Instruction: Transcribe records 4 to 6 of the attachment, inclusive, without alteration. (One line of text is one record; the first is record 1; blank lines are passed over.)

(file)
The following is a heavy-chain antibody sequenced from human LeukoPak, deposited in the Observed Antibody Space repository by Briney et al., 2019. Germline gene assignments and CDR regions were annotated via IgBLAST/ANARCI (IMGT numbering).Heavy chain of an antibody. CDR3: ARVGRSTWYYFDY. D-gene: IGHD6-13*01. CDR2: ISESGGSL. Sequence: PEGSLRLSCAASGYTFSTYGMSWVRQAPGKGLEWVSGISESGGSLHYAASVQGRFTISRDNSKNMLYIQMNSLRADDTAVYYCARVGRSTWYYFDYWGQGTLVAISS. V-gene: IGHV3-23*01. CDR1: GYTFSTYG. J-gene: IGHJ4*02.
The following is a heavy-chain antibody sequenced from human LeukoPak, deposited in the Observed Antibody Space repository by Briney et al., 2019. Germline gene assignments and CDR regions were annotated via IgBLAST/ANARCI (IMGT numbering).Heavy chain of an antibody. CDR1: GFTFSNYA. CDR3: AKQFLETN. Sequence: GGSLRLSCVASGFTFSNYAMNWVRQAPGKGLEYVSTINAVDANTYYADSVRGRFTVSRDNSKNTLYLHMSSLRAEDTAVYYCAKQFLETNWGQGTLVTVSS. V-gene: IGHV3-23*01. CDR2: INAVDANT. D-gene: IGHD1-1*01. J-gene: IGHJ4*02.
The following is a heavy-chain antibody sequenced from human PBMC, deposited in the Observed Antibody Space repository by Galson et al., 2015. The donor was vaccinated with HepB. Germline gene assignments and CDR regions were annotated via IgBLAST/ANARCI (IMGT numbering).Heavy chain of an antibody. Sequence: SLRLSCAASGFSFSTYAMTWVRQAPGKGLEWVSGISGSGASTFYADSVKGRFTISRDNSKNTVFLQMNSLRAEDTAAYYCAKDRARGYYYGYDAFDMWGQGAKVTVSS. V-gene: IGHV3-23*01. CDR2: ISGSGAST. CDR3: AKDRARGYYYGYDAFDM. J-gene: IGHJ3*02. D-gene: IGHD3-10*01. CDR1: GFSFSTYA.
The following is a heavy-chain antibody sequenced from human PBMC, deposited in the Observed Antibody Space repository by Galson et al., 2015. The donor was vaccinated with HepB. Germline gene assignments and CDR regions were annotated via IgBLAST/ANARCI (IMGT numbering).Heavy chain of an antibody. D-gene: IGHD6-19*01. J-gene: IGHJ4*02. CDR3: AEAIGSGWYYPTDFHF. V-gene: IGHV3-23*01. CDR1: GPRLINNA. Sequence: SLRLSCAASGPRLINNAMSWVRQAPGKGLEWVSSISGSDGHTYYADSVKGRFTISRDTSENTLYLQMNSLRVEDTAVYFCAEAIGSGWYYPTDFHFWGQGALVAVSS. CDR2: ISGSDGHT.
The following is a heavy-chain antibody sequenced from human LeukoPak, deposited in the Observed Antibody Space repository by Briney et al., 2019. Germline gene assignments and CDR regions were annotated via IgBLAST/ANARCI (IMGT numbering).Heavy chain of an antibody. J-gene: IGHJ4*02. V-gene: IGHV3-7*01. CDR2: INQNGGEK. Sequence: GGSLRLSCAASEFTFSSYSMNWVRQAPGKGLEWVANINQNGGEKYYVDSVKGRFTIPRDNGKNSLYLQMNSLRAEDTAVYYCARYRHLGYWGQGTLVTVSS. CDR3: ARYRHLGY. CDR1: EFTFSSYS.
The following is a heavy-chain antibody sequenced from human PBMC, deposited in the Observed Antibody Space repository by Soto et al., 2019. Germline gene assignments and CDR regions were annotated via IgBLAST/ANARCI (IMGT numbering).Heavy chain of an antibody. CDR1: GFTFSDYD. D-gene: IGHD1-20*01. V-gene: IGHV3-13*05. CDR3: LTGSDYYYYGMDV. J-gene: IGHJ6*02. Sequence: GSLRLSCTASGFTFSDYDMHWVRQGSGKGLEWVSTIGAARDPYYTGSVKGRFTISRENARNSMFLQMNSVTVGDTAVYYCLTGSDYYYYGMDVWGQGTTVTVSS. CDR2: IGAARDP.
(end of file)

The following is a heavy-chain antibody sequenced from human PBMC, deposited in the Observed Antibody Space repository by Galson et al., 2015. The donor was vaccinated with HepB. Germline gene assignments and CDR regions were annotated via IgBLAST/ANARCI (IMGT numbering).Heavy chain of an antibody. D-gene: IGHD6-19*01. J-gene: IGHJ4*02. CDR3: AEAIGSGWYYPTDFHF. V-gene: IGHV3-23*01. CDR1: GPRLINNA. Sequence: SLRLSCAASGPRLINNAMSWVRQAPGKGLEWVSSISGSDGHTYYADSVKGRFTISRDTSENTLYLQMNSLRVEDTAVYFCAEAIGSGWYYPTDFHFWGQGALVAVSS. CDR2: ISGSDGHT.
The following is a heavy-chain antibody sequenced from human LeukoPak, deposited in the Observed Antibody Space repository by Briney et al., 2019. Germline gene assignments and CDR regions were annotated via IgBLAST/ANARCI (IMGT numbering).Heavy chain of an antibody. J-gene: IGHJ4*02. V-gene: IGHV3-7*01. CDR2: INQNGGEK. Sequence: GGSLRLSCAASEFTFSSYSMNWVRQAPGKGLEWVANINQNGGEKYYVDSVKGRFTIPRDNGKNSLYLQMNSLRAEDTAVYYCARYRHLGYWGQGTLVTVSS. CDR3: ARYRHLGY. CDR1: EFTFSSYS.
The following is a heavy-chain antibody sequenced from human PBMC, deposited in the Observed Antibody Space repository by Soto et al., 2019. Germline gene assignments and CDR regions were annotated via IgBLAST/ANARCI (IMGT numbering).Heavy chain of an antibody. CDR1: GFTFSDYD. D-gene: IGHD1-20*01. V-gene: IGHV3-13*05. CDR3: LTGSDYYYYGMDV. J-gene: IGHJ6*02. Sequence: GSLRLSCTASGFTFSDYDMHWVRQGSGKGLEWVSTIGAARDPYYTGSVKGRFTISRENARNSMFLQMNSVTVGDTAVYYCLTGSDYYYYGMDVWGQGTTVTVSS. CDR2: IGAARDP.